How to Tell if a Marine Fish Is Dying of Old Age

Large coral colonies and adult surgeonfish in Key Largo

Large coral colonies and adult surgeonfish in Key Largo

We aquarists try very hard to keep our animals alive as long as possible for a few reasons. The first is that we are caring people and don’t want to see them hurt. The second is that our specimens cost us a lot of money. Exactly how much money depends a little on the care we provide.

For example, if we buy a purple tang for $100 and it lives for 10 days, then that fish cost us $10 a day to enjoy. I would say that is an expensive fish! But if that same fish lives ten years, then it costs us maybe around three cents a day (I didn’t do the math, but you get my point). So then, it is a very cheap fish.

We should all try to keep our fish long enough that they die from old age. If our fish keep getting sick and dying, we are doing something wrong, as our fish should never get sick—except for the occasional headache or upset stomach.

How long can fish live?

Most medium-sized aquarium fish live for about 12 to 15 years, as that is their natural lifespan. This is a general statement, of course, because some fish, such as clowns, live well into their 20s. Smaller fish, such as clown gobies, small blennies, pipefish, and seahorses, might live for five or six years. Some tangs will live into their 20s, and groupers can reach 50. Again, these are generalizations, as different fish have different lifespans and many of them do not reach their full life expectancy in captivity.

I do feel that most fish kept in aquariums can live longer than their wild counterparts due merely to the fact that they don’t have enemies in their tanks (or shouldn’t unless we put them there) and no one is trying to catch them with huge nets and sell them for food. In fact, a fish can only look forward to a peaceful death if it is in a very good aquarist’s tank. Virtually all wild fish die by being eaten alive or suffocating on the deck of a ship.

So, how do we know if a fish is dying of old age? Actually it is relatively easy. First of all, the fish should be full grown. That is easy. Next, we should have an idea of how long that type of fish would normally live. I gave some examples above. A fish that has lived to the full extent of its lifespan displays symptoms that are easy to spot. I’ve had many fish die of old age, and they all do it about the same way.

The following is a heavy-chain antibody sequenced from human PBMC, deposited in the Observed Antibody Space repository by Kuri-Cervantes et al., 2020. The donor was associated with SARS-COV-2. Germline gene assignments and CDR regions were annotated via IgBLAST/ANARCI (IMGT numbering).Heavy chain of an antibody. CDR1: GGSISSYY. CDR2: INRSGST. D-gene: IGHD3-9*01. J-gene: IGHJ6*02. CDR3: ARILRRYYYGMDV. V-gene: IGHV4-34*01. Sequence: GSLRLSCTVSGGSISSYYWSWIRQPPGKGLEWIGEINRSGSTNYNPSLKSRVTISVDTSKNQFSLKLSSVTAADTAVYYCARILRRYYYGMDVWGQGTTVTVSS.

Symptoms of fishy senescence

Somewhere around the last couple weeks of a fish’s life, it will begin to slow down but not exhibit any signs of disease. It will no longer be the first one to feed, and it may not even make much of an effort to eat. In a few days, it will stop eating altogether and may rest in a corner. Eventually, other fish will pester and nip at it. Initially, it will try to get away from its tormentors or bite back, but right near the end, it will stop resisting and its fins will become torn. It may also develop some spots as its immune system stops functioning. Then, it will get very lethargic and likely be found dead in the morning.

There is nothing we can do for such a fish except pat ourselves on the back for allowing such a beautiful creature to exist for as long as possible.

What about corals?

We don’t have to worry about that for corals, as they are immortal. Yes, corals live forever, sort of like politicians. Well, the actual coral polyp is not immortal, but the colony is. Each coral colony is composed of numerous polyps, and as new polyps are produced, they settle on top of older polyps and, in that way, make the colony larger.

However, entire coral colonies can be killed in various ways in nature (if they didn’t, the world would be full of corals)—for example by typhoons. I am not sure why storms in the southern hemisphere are called typhoons and storms in the northern hemisphere are hurricanes. I would imagine the guy who makes these names up had some free time. I don’t know. But either way, typhoons can destroy corals quite easily.

I have been in the South Pacific during typhoons, and I am surprised anything survives these storms. I have seen brain corals the size of my car turned upside down and corals almost the size of my house broken into little pieces. I’ve seen numerous very large sea fans hundreds of yards up the sides of mountains.

Besides the turbulence from the storm, huge quantities of dirt from islands run into the water, covering corals for miles out to sea. These storms kill some corals but allow others that were shaded by the larger corals to prosper.

That’s life and it’s always been that way!

Photo credit: Richard Natole

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About Paul Baldassano

Paul Baldassano has been in the hobby since the 50s and holds two aquarium-related patents. His current reef aquarium was set up in 1971. He is also an avid SCUBA diver and Vietnam veteran.

Comments

  1. Very good points Paul spot on as always!

  2. Excellent article Paul! I could not agree with you more .
    Thank you for posting it.
    J

  3. The lone clown in the display tank at LFS I worked at lived for about 30 years? My LFS was originally opened in 1935 (yes, you read that right). Greendales Tropical Fish in Kannapolis, NC. The current owner took it over from her in-laws in the late 70s, early 80s. Clown was put in around 1985,86. Sadly, he passed away earlier this year.

  4. That is very cool and the oldest clown I have heard of.

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